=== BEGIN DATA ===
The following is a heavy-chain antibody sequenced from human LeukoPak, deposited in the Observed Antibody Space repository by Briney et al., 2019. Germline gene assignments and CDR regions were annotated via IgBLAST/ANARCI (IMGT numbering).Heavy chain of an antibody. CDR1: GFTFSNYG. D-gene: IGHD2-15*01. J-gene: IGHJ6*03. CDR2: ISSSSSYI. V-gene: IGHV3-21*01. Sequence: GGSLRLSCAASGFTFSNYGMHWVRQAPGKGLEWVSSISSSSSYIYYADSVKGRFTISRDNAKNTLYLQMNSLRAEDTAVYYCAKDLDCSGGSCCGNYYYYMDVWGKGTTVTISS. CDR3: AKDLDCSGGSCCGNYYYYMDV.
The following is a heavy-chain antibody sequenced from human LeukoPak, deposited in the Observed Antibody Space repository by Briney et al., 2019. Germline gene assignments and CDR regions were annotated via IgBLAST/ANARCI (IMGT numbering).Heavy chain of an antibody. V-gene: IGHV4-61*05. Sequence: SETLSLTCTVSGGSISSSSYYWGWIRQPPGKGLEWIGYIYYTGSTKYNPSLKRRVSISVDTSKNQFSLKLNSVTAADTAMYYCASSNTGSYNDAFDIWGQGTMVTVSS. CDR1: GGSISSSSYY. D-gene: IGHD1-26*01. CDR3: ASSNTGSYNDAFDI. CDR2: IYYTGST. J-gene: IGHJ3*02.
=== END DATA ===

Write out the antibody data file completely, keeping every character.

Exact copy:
The following is a heavy-chain antibody sequenced from human LeukoPak, deposited in the Observed Antibody Space repository by Briney et al., 2019. Germline gene assignments and CDR regions were annotated via IgBLAST/ANARCI (IMGT numbering).Heavy chain of an antibody. CDR1: GFTFSNYG. D-gene: IGHD2-15*01. J-gene: IGHJ6*03. CDR2: ISSSSSYI. V-gene: IGHV3-21*01. Sequence: GGSLRLSCAASGFTFSNYGMHWVRQAPGKGLEWVSSISSSSSYIYYADSVKGRFTISRDNAKNTLYLQMNSLRAEDTAVYYCAKDLDCSGGSCCGNYYYYMDVWGKGTTVTISS. CDR3: AKDLDCSGGSCCGNYYYYMDV.
The following is a heavy-chain antibody sequenced from human LeukoPak, deposited in the Observed Antibody Space repository by Briney et al., 2019. Germline gene assignments and CDR regions were annotated via IgBLAST/ANARCI (IMGT numbering).Heavy chain of an antibody. V-gene: IGHV4-61*05. Sequence: SETLSLTCTVSGGSISSSSYYWGWIRQPPGKGLEWIGYIYYTGSTKYNPSLKRRVSISVDTSKNQFSLKLNSVTAADTAMYYCASSNTGSYNDAFDIWGQGTMVTVSS. CDR1: GGSISSSSYY. D-gene: IGHD1-26*01. CDR3: ASSNTGSYNDAFDI. CDR2: IYYTGST. J-gene: IGHJ3*02.